Home / News / World /  Zuckerberg’s biggest bet might not pay off

Mark Zuckerberg will probablywish he was hydrofoiling in Hawaiion Wednesdayinstead of revealing Meta Platforms Inc.’s second-quarter earnings. Analysts have curbed theirestimates for the social giant, and Zuckerberg’s ownforeboding comments to staff suggest the numbers won’t be good. Healso will have to face a stark reality about theaimlessnessof WhatsApp, his biggest investment to date.

Challenges abound across Zuckerberg’s conglomerate.Instagram ismired in trying to copyByteDance Inc.’s TikTok, with mixed success. Young people don’t want to use Facebook, whoseoverall growth has slowed, andApple Inc. isblockingadvertisers on Facebook’s appfrom targeting people.

But then there’s WhatsApp. The little green app thatnever really went mainstream in the USis the most popular messaging servicefor most of the rest of the world. Approximately 2billion people actively use WhatsApp, but in Zuckerberg’s universe it has been more of adefensive ploy andearnings voidthan amoney maker like Instagram.

The contrast couldn’t be more stark: Zuckerberg bought Instagram for $1 billion in 2012 and the app contributed $20 billion to Facebook’s revenue in 2019 alone. He bought WhatsApp for $19 billion in 2014, and it has contributed penniesby comparison.

It’s astonishingthat eight years after Zuckerberg made the acquisition, he has yet to turn WhatsApp into a remotely viable business. Founded in 2009, WhatApp initially made money from a 99 cent annual subscription because its foundersdespised ads. After the sale, both eventually quit over how Meta was trying to monetizethe app withadvertising. But by 2020, Meta had backed away from that idea, and said it would trycharging businesses to engage with customerson the app instead. (ref)

It looked for a whileas if WhatsAppmightactually becomecentral to Facebook’s future as a business. In March 2021, Zuckerberg announced his“privacy-focused vision for social networking" and predicteda future where communication would shift to private services like WhatsApp.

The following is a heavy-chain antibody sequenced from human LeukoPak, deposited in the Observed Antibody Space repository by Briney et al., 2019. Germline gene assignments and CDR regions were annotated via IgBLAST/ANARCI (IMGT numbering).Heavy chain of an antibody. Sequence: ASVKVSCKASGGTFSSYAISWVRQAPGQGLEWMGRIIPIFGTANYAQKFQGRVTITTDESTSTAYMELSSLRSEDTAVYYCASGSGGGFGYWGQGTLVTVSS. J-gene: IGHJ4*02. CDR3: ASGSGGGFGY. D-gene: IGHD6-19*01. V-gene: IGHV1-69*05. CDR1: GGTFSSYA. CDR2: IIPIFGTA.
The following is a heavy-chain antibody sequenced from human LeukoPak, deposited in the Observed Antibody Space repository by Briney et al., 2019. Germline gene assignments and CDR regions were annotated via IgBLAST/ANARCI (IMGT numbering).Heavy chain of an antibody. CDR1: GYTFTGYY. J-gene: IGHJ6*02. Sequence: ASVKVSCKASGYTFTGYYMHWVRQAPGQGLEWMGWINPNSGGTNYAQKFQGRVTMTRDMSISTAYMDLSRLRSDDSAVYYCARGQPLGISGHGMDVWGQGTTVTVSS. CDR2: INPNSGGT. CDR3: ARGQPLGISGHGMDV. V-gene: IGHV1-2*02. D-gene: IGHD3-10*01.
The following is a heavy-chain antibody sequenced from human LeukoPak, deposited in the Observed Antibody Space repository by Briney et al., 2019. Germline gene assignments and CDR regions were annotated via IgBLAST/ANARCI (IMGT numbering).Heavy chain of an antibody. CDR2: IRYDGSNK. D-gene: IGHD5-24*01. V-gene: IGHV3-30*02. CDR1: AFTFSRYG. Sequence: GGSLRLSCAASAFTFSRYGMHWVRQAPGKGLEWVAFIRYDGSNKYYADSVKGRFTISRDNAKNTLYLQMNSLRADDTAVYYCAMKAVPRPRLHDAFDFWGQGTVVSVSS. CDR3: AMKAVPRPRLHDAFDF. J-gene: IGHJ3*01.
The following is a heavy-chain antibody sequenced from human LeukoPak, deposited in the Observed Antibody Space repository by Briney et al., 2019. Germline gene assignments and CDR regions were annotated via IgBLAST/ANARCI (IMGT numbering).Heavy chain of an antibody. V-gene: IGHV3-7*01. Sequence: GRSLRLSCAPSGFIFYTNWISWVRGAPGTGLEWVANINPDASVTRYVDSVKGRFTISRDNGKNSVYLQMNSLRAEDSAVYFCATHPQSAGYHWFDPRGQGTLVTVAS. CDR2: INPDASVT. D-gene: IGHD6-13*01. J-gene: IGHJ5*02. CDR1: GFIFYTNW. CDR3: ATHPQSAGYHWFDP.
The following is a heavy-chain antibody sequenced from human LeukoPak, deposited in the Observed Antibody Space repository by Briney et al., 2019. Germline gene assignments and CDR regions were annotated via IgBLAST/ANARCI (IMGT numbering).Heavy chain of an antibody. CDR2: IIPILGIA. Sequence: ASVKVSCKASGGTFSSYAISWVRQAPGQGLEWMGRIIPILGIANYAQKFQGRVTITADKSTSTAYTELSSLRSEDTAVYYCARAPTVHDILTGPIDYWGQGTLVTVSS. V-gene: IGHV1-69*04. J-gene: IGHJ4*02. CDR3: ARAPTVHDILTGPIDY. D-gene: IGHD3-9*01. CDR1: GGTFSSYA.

Butseven months later, Zuckerberg’svision had changed.He announced that the future of the internet lay inthe immersive world of the metaverse,representingthe “next chapter" for newly named Meta. Beyond an announcement aboutthe launch of a new customer chat service on WhatsApp in May, Zuckerberg hassaid little about messaging since.

WhatsApp’s place within the Metahierarchy has bobbed up and downlike a hydrofoilboard. And now, with Zuckerberg resolved to pivotto virtual reality, the app’sreal value is likely to comefrom something more ignoble than making money as a viable business. It will probably be the sacrificial offering that Zuckerberg needs tofend off antitrust regulators.

That would explain Zuckerberg’s lack of drive to turn WhatsApp into a going concern. The problem has never been that it’stoo difficult to make money from messaging. After all, Tencent Holdings Ltd.’s WeChat — a messaging competitor in China — generatedmore than $500 million in June 2022 alone, according to an estimate by market intelligence firm Sensor Tower, largely from payments, advertising and acting as a gateway to games.

The problem was that Zuckerberg’s primary motivation for buying WhatsApp in the first placewas to fend it off as a competitive threat, according tomounting evidence from antitrust regulators like the US Federal Trade Commission. Facebook executives even frettedabout how WhatsAppmight threaten Facebook’s business after it had been acquired by the firm, according to a Bloomberg news reportlastweek.That hardly sounds like a parent company with grand visions for its subsidiary.

Nowto deal with the FTC’s attempt to forcethe companyto divest both WhatsApp and Instagram as part of alawsuit against the firm,Meta’s lawyers may push for a settlement that includes divesting just one. If they do, you can probably guess which company Zuckerberg would prefer tocarve off.

How might a sale of WhatsApp work in practice? With no substantial revenue, an IPO would be off the table. Meta could sell the company to a private equity consortium, or a company like Microsoft Inc.,which has indicated an interest in buying amessaging business before, and(somewhat oddly) has managedto make an array of bigacquisitions over the last few years without evoking real scrutiny from antitrust officials. If Softbank’s eventual IPO of Arm Holdings proves fruitful, and MasayoshiSon decides to shift his own focus from artificial intelligence and the Internet of Things to the world of messaging, he could be a potential buyer, too.

But closing that chapter on WhatsApp willhighlight an unsettling truth for Meta’s investors: The company can’t seem to make money from anything other than traditional online advertising.

Digital advertising makes up approximately 98% of Meta’s revenue. Meta — like Alphabet Inc.’s Google — is hooked on the business. While Microsoft and Amazon Inc. have managed to diversify into cloud computing and gaming, Meta has failed to do the same with cryptocurrency, e-commerce and, of course, messaging.

Maybe the metaverse will be different, and Zuckerberg will find a way to pivot his thriving ad business to virtual reality. But the humbling shift in WhatsApp’s value from potential businessto Meta’s most likely regulatory offeringunderscores how much that vision is on shaky ground.


This story has been published from a wire agency feed without modifications to the text.

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